The most recent full election was on 29 April 2018. [5] .


Seat of the Universal House of Justice Baha'i arc from archives.jpg
Seat of the Universal House of Justice

The Universal House of Justice today guides the growth and development of the global Baháʼí community. The general functions of the Universal House of Justice, as stated by Baháʼu'lláh, include to promulgate the cause of God, to preserve the law, to administer social affairs, to educate the people's souls, to guarantee the education of children, to make the entire world prosperous (eliminate extremes of wealth and poverty), and to care for the elderly and the ill who are in poverty. [9] According to its constitution, the Universal House of Justice itself states that "The provenance, the authority, the duties, the sphere of action of the Universal House of Justice all derive from the revealed Word of Baháʼu'lláh which, together with the interpretations and expositions of ʻAbdu'l-Bahá and of Shoghi Effendi ... constitute the binding terms of reference of the Universal House of Justice and are its bedrock foundation." [7] Some of the powers and duties according to the constitution include: [9]

Furthermore, the Universal House of Justice is instructed by Baháʼu'lláh to exert a positive influence on the general welfare of humankind, to promote a permanent peace among the nations of the world, ensure the "training of peoples, the up building of nations, the protection of man and the safeguarding of his honour". [9] [10] The Universal House of Justice is supported by the elected national and local governing bodies of the Baháʼí Faith, (the National Spiritual Assemblies and Local Spiritual Assemblies respectively). It has, furthermore, created several appointed institutions to support its work around the world; among these are the Continental Board of Counsellors and the International Teaching Centre.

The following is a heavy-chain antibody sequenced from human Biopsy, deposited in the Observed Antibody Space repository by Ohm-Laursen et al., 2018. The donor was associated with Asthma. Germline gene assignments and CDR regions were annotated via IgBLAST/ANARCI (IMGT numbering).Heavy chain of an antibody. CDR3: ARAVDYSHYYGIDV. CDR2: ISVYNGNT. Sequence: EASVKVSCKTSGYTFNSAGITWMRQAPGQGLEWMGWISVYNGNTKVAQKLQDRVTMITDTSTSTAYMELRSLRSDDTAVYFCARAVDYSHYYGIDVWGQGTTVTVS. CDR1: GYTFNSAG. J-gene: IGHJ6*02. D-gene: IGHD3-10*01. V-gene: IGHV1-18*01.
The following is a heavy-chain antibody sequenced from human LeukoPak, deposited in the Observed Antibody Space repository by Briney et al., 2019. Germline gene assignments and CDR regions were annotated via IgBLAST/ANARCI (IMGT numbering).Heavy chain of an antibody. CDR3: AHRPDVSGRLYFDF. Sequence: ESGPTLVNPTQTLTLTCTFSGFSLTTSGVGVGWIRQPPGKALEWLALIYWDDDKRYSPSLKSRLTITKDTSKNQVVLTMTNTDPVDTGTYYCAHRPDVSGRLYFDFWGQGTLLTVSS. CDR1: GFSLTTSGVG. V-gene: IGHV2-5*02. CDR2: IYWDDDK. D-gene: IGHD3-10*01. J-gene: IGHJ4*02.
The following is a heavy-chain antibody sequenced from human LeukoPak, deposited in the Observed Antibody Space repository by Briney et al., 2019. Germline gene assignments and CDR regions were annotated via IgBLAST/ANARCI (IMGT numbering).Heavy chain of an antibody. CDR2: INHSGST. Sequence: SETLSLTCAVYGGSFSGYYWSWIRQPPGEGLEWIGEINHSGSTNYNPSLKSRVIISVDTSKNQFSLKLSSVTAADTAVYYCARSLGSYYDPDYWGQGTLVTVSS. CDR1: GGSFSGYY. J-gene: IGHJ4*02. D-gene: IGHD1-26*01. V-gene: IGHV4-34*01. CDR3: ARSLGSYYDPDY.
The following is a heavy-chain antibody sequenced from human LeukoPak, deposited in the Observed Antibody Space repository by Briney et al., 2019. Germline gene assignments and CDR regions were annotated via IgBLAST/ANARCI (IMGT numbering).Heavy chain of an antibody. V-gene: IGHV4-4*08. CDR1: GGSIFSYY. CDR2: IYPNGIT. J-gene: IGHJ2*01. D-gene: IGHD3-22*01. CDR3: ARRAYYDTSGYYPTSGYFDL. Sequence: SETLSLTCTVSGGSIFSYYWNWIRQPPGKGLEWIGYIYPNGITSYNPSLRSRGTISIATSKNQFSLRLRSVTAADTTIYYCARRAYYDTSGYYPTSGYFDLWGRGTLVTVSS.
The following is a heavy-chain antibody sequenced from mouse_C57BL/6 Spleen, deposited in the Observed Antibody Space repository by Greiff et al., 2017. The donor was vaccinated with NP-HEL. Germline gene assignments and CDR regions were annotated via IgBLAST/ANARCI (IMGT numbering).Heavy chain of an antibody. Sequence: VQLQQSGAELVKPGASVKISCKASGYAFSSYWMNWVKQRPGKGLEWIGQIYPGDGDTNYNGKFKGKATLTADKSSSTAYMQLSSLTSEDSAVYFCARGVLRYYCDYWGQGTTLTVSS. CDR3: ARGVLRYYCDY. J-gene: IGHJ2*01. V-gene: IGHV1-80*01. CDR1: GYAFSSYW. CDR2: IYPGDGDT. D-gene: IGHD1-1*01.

Seat of the Universal House of Justice Seat of the Universal House of Justice IMG 0888.JPG
Seat of the Universal House of Justice

The Universal House of Justice is also given the responsibility of adapting the Baháʼí Faith as society progresses, and is thus given the power to legislate on matters not explicitly covered in the Baháʼí sacred texts. While the Universal House of Justice is authorized to change or repeal its own legislation as conditions change, it cannot dissolve or change any of the laws which are explicitly written in the sacred texts. [1] [9] Shoghi Effendi has written:

... the Universal House of Justice has been invested with the function of legislating on matters not expressly revealed in the teachings.... whose exclusive right and prerogative is to pronounce upon and deliver the final judgement on such laws and ordinances as Baháʼu'lláh has not expressly revealed.... Neither the Guardian of the Faith nor any institution apart from the International House of Justice can ever usurp this vital and essential power or encroach upon that sacred right. [11]

In the same book, Shoghi Effendi mentions that certain issues were left intentionally for the House of Justice to apply and legislate on as time progressed:

Severed from the no less essential institution of the Universal House of Justice this same System of the Will of ʻAbdu'l-Bahá would be paralyzed in its action and would be powerless to fill in those gaps which the Author of the Kitáb-i-Aqdas has deliberately left in the body of His legislative and administrative ordinances. [12]